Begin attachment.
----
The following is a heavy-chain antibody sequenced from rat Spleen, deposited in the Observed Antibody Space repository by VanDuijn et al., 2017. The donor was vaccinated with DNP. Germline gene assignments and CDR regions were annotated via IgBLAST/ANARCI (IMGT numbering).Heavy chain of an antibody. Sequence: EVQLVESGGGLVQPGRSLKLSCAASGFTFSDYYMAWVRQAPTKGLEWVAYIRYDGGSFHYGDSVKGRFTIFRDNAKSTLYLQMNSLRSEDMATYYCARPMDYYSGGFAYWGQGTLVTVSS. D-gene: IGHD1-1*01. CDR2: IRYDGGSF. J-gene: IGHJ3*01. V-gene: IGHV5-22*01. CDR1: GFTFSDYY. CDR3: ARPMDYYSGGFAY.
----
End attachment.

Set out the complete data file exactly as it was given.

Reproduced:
The following is a heavy-chain antibody sequenced from rat Spleen, deposited in the Observed Antibody Space repository by VanDuijn et al., 2017. The donor was vaccinated with DNP. Germline gene assignments and CDR regions were annotated via IgBLAST/ANARCI (IMGT numbering).Heavy chain of an antibody. Sequence: EVQLVESGGGLVQPGRSLKLSCAASGFTFSDYYMAWVRQAPTKGLEWVAYIRYDGGSFHYGDSVKGRFTIFRDNAKSTLYLQMNSLRSEDMATYYCARPMDYYSGGFAYWGQGTLVTVSS. D-gene: IGHD1-1*01. CDR2: IRYDGGSF. J-gene: IGHJ3*01. V-gene: IGHV5-22*01. CDR1: GFTFSDYY. CDR3: ARPMDYYSGGFAY.